We would do well to avoid the notion that art is linear, and that, somehow, it just keeps getting better as we go along. Certainly, art — and for us, music — gets different as it goes along. Just as, certainly, the musical language itself — that is, the actual materials available to composers — has grown as we’ve moved toward the present day.
However, unlike science, technology, and medicine, this doesn’t mean that music has gotten “better.” Is Claudio Monteverdi’s music better than that of Josquin des Prez; is Bach’s better than Monteverdi’s; Mozart’s better than Bach’s; Beethoven’s better than Mozart’s; Brahms’s, Mahler’s, Debussy’s, Stravinsky’s, and Schoenberg’s better than that which came before? Obviously not.
There is a reason why we turn to the paintings of Vermeer, the sculptures of Michelangelo, and the music of Bach, Mozart, Beethoven, and Brahms, to name just a few, in search of truth and edification, and it has nothing to do with nostalgia for the past. Great art is timeless, and it speaks to us, directly and relevantly, across time.
From an expressive point of view, music history is best conceived in terms of grand cycles. For example, ideas espoused by the ancient Greeks regarding the expressive power of music — ideas we will discuss in just a moment — cycled back to the forefront of Western musical thought about six hundred years ago. The essentially humanistic Greek ideal of music remains our ideal to the present day. But at some point in the near or distant future another vision of music, perhaps as essentially a form of ritual, will cycle back to the forefront of our cultural consciousness. Only time will tell.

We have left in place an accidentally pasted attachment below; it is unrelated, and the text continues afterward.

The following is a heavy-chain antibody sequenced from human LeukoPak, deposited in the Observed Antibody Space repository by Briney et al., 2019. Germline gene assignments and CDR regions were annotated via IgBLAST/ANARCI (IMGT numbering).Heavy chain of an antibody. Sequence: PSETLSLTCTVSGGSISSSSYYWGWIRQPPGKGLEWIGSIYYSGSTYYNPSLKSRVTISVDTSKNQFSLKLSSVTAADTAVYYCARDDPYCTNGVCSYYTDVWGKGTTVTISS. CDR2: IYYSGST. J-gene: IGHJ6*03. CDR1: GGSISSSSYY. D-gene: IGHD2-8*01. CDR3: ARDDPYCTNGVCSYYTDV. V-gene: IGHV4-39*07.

The above is an excerpt from the book How to Listen to Great Music: A Guide to Its History, Culture, and Heart by Robert Greenberg. The above excerpt is a digitally scanned reproduction of text from print. Although this excerpt has been proofread, occasional errors may appear due to the scanning process. Please refer to the finished book for accuracy.
Copyright © Courtesy of Plume Books
About the Author
Robert Greenberg, author of How to Listen to Great Music: A Guide to Its History, Culture, and Heart, is a speaker, pianist, and music historian. He has served on the faculties of UC Berkeley, California State University East Bay, and the San Francisco Conservatory of Music, where he was chairman of the Department of Music History and Literature and director of the Adult Extension Division. He is currently music historian-in-residence with San Francisco Performances and also serves as the resident composer and music historian to NPR’s Weekend All Things Considered. Since 1993, he has recorded over 550 lectures for The Great Courses.
Founded in 1990, The Great Courses produces DVD and audio recordings of courses by top university professors in the country, which are sold through direct marketing. It is a nine-figure-a-year business and they distribute forty-eight million catalogs annually. They offer more than four hundred courses on topics including business and economics; fine arts and music; ancient, medieval, and modern history; literature and English language; philosophy and intellectual history; religion; social sciences; and science and mathematics.
Follow Front Row Lit on Twitter @frontrowlit
Check out the latest from Front Row Monthly magazine at www.frontrowmonthly.com